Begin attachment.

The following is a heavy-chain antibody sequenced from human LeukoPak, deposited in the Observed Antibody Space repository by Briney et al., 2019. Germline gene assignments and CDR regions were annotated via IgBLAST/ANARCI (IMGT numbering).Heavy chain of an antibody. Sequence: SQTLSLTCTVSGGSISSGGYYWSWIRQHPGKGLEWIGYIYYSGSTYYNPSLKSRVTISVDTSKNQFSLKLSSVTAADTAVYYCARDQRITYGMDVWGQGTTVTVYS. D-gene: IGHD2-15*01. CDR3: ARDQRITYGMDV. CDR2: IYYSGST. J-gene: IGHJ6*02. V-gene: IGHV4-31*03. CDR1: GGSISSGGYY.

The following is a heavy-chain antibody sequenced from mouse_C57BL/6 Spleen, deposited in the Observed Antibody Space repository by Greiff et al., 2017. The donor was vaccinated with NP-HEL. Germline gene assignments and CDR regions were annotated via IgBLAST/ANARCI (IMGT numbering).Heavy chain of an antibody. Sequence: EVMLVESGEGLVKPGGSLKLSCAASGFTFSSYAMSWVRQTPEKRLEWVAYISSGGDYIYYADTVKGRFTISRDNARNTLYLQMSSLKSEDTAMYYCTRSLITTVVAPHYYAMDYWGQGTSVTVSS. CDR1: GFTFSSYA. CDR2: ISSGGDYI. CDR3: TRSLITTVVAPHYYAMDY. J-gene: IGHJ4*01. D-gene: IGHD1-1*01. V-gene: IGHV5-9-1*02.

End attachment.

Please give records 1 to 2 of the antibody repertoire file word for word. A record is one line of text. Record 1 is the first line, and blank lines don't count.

The following is a heavy-chain antibody sequenced from human LeukoPak, deposited in the Observed Antibody Space repository by Briney et al., 2019. Germline gene assignments and CDR regions were annotated via IgBLAST/ANARCI (IMGT numbering).Heavy chain of an antibody. Sequence: SQTLSLTCTVSGGSISSGGYYWSWIRQHPGKGLEWIGYIYYSGSTYYNPSLKSRVTISVDTSKNQFSLKLSSVTAADTAVYYCARDQRITYGMDVWGQGTTVTVYS. D-gene: IGHD2-15*01. CDR3: ARDQRITYGMDV. CDR2: IYYSGST. J-gene: IGHJ6*02. V-gene: IGHV4-31*03. CDR1: GGSISSGGYY.

The following is a heavy-chain antibody sequenced from mouse_C57BL/6 Spleen, deposited in the Observed Antibody Space repository by Greiff et al., 2017. The donor was vaccinated with NP-HEL. Germline gene assignments and CDR regions were annotated via IgBLAST/ANARCI (IMGT numbering).Heavy chain of an antibody. Sequence: EVMLVESGEGLVKPGGSLKLSCAASGFTFSSYAMSWVRQTPEKRLEWVAYISSGGDYIYYADTVKGRFTISRDNARNTLYLQMSSLKSEDTAMYYCTRSLITTVVAPHYYAMDYWGQGTSVTVSS. CDR1: GFTFSSYA. CDR2: ISSGGDYI. CDR3: TRSLITTVVAPHYYAMDY. J-gene: IGHJ4*01. D-gene: IGHD1-1*01. V-gene: IGHV5-9-1*02.